Marder goes through basically each of the most memorable scenes involving the cars, and as usual, Lieberman helps give us some really incredible information. Grab all the inside knowledge above.
While Brian O’Conner, played by Paul Walker, may be at least partially credited with the tuning culture’s embrace of the MkIV Toyota Supra, that was far from the only car he helped elevate in the eyes of American enthusiasts.
The R34 Nissan Skyline GT-R from “2 Fast 2 Furious” is one of the most well-known (and misunderstood) cars in the enthusiast community, and former owner and “F&F” franchise technical director Craig Lieberman is here to set the record straight once again.
“There’s a lot of misinformation floating about this car and despite the other videos I’ve done, I feel people are still hungry for more info,” Lieberman says.
For starters, despite Internet rumors, Paul Walker did not actually own this car. It was, however, the first R34 imported and fully federalized by MotoRex, back before the now-disgraced California importer was shut down for failing to fully comply with federal regulations.
Nissan Skyline R34 GT-R used in ‘2 Fast 2 Furious’ before movie modifications
Lieberman purchased it in July of 2001 for $78,000, before Universal was fully committed to a sequel to the original “F&F” film. Lieberman largely kept it the way MotoRex built it, until it got picked to co-star in “2 Fast 2 Furious.” Yes, co-star. Sadly, a marketing deal between Universal and Mitsubishi meant that Brian’s Evo would be the star of the film, while Lieberman’s GT-R would effectively play a supporting role. Lieberman wasn’t thrilled with this arrangement, since the forbidden-fruit GT-R was a far more enticing piece of hardware, but he ultimately had no choice.
Speaking of support, the GT-R needed backup of its own. Thanks to stunt sequences and other needs, a single GT-R would not be enough for the film. Lieberman’s team mulled over the possibility of building some replicas using cheaper R34 Skyline GT-Ts rather than full-blown GT-Rs, but that prospect actually turned out to be just as (if not more) expensive, so additional GT-Rs were sourced instead.
The studio turned to MotoRex once again, who supplied four additional GT-Rs, that were air-freighted from Japan on a 747. These were far less expensive than the actual hero GT-R Lieberman purchased for himself and later used in the film, as MotoRex did not need to federalize them. This saved the studio around $120,000 in additional costs.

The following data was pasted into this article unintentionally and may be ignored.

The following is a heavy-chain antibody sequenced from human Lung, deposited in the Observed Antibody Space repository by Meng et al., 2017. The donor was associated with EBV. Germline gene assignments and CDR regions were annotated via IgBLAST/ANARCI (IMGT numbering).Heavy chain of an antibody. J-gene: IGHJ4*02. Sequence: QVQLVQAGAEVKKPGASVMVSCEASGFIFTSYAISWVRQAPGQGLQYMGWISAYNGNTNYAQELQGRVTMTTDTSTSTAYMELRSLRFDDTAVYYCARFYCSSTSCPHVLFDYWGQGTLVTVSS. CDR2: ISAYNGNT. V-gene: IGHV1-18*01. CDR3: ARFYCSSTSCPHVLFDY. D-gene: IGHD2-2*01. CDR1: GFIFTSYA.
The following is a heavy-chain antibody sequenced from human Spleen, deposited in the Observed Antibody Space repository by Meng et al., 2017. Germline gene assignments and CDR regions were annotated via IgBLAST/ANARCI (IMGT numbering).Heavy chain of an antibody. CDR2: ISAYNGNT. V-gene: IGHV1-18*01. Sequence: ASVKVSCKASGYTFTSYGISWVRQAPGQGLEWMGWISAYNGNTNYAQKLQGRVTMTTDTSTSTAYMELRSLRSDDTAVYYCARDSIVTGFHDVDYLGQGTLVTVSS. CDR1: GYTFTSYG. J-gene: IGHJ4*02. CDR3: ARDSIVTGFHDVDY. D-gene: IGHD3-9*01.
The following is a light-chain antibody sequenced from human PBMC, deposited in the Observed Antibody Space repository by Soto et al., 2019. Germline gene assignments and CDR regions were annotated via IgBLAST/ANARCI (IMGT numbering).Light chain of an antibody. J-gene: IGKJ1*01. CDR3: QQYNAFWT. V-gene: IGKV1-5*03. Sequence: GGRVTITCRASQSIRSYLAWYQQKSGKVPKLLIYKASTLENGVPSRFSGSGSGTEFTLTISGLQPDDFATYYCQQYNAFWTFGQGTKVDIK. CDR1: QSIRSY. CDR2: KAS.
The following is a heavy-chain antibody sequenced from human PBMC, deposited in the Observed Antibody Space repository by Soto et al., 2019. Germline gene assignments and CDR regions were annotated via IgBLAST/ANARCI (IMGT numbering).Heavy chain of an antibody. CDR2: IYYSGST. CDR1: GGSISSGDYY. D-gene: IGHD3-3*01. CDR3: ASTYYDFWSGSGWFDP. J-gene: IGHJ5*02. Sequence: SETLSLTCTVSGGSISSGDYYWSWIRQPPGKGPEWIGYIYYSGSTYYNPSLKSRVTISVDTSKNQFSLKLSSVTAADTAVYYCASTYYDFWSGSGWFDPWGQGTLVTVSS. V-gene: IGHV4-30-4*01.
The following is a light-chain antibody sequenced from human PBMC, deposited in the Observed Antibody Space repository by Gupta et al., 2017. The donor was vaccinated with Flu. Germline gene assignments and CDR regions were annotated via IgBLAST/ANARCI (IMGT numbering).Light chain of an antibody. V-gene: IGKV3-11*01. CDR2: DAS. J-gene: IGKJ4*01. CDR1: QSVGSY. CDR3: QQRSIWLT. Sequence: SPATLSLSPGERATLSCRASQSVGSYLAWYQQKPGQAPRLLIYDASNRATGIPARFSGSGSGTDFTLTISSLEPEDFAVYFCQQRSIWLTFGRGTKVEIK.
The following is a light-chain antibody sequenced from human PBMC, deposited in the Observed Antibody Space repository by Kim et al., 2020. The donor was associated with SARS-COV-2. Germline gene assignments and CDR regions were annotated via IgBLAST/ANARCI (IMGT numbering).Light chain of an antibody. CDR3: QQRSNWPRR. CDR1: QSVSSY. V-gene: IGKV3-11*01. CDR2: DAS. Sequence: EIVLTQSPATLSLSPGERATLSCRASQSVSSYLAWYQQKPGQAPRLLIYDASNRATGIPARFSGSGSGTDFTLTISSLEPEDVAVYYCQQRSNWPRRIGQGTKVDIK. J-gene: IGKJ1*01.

Yes, you’re reading that correctly. Every Skyline GT-R used in “2 Fast 2 Furious” was the real deal. The video goes on to discuss the modifications made to the R34 for the film, and where the movie cars ended up. Check it out.
One determined bidder will get the chance to own the heavily modified 1968 Dodge Charger used in the closing scene of “Furious 7,” when it is auctioned off on Saturday at the Riyadh Auction & Salon in Saudi Arabia.
“Maximus the Ultra Charger” is more than just a Hollywood hero car; it’s a well-built beast that the builders claim is producing close to 3,000 horsepower as it sits, with additional tuning and customization included in its purchase price.
The car was built by Tom Nelson and his team at Nelson Racing Engines. According to the video, it is the product of more than 16,000 man hours devoted to body fabrication and engine building. It boasts a custom, all-metal widebody, custom wheels and a one-off interior.
Beneath the hood, you’ll find a 9.4-liter (572 cubic inch) Mopar V-8 sporting two twin-scroll turbochargers. The team was targeting 2,250 horsepower, but according to the auction house listing, that figure has since grown to nearly 3,000 ponies.
Maximus the Ultra Charger – Modified 1968 Dodge Charger featured in